Weekly Market Recap

Published Mar. 26, 2022
Weekly Market Summary


Dow Jones S&P 500 Nasdaq
34,861 (0.55%)
4,543 (1.81%)
14,169 (2.23%)

Berkshire to buy Alleghany; Goldman to announce crypto milestone

Berkshire Hathaway, led by Warren Buffett, announced Monday morning that it has agreed to buy insurance business Alleghany for $11.6 billion in cash, or $848.02 per share. In Monday’s premarket, Alleghany shares, which ended at $676.75 on Friday, soared approaching the acquisition price. Buffett tapped into Berkshire’s vast cash hoard of $146.72 billion at the end of 2021 to make the purchase. Berkshire’s Class A shares touched a new high last week, closing above $500,000 for the first time. The deal is likely to finalize in the fourth quarter of this year.
CNBC has learnt that Goldman Sachs is near announcing that it will be the first major U.S. bank to trade an over-the-counter cryptocurrency transaction. According to the two organizations, Goldman exchanged a bitcoin-linked instrument known as a non-deliverable option with crypto merchant bank Galaxy Digital. According to CNBC’s Hugh Son, the move is considered as a significant step forward in the development of crypto markets for institutional investors. Hedge firms have been looking for bitcoin derivative exposure.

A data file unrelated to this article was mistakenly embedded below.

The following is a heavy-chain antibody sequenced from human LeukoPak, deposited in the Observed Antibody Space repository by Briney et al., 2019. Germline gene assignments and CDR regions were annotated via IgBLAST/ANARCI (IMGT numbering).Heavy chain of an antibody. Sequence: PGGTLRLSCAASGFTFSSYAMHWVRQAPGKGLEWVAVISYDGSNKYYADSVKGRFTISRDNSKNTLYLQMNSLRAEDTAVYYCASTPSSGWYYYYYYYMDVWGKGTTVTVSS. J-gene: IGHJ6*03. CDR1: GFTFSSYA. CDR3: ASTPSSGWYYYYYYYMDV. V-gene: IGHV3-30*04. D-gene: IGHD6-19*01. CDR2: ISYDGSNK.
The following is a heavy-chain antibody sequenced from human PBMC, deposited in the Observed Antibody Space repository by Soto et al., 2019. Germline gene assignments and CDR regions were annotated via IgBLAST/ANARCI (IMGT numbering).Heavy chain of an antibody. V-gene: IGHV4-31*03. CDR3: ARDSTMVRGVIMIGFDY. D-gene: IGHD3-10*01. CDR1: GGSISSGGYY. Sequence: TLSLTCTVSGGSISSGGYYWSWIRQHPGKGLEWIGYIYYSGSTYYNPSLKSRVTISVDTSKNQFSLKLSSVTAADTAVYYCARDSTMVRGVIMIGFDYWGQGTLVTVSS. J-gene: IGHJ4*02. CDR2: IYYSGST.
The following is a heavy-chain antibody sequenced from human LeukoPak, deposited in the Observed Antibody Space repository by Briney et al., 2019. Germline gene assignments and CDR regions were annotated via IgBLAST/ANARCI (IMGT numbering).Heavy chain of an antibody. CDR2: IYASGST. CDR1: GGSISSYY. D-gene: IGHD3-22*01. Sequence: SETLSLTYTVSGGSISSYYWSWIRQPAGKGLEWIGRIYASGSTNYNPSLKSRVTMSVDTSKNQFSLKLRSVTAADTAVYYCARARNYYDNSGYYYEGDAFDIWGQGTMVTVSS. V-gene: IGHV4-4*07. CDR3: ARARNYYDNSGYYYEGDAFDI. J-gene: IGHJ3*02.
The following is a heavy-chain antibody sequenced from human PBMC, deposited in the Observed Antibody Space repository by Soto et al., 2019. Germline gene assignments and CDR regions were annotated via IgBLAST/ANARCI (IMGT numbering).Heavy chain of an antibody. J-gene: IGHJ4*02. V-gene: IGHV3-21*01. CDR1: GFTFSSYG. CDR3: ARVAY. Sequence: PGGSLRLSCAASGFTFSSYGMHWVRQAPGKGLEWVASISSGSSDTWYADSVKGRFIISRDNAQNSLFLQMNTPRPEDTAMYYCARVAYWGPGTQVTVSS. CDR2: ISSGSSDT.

Biden adds Poland stop; Mariupol rejects surrender demand

President Joe Biden has added a stop in Poland to his journey to Europe this week, where he will meet with NATO and European allies to discuss Russia’s offensive in Ukraine. Poland, a key partner in the Ukraine conflict, is hosting tens of thousands of American troops and sheltering more Ukrainian refugees than any other country. Biden has no plans to visit Ukraine, according to White House officials.
Russian demands for a capitulation in Mariupol in exchange for safe passage out of the beleaguered key port city were rebuffed by Ukrainian officials on Monday. A commercial area near the city center in Kyiv, Ukraine’s capital, was destroyed by Russian bombardment. According to the British Defense Ministry, Ukraine’s resistance has kept Russian forces more than 15 miles from Kyiv’s core.

Nike earnings, Boeing crash probe, Disney walkouts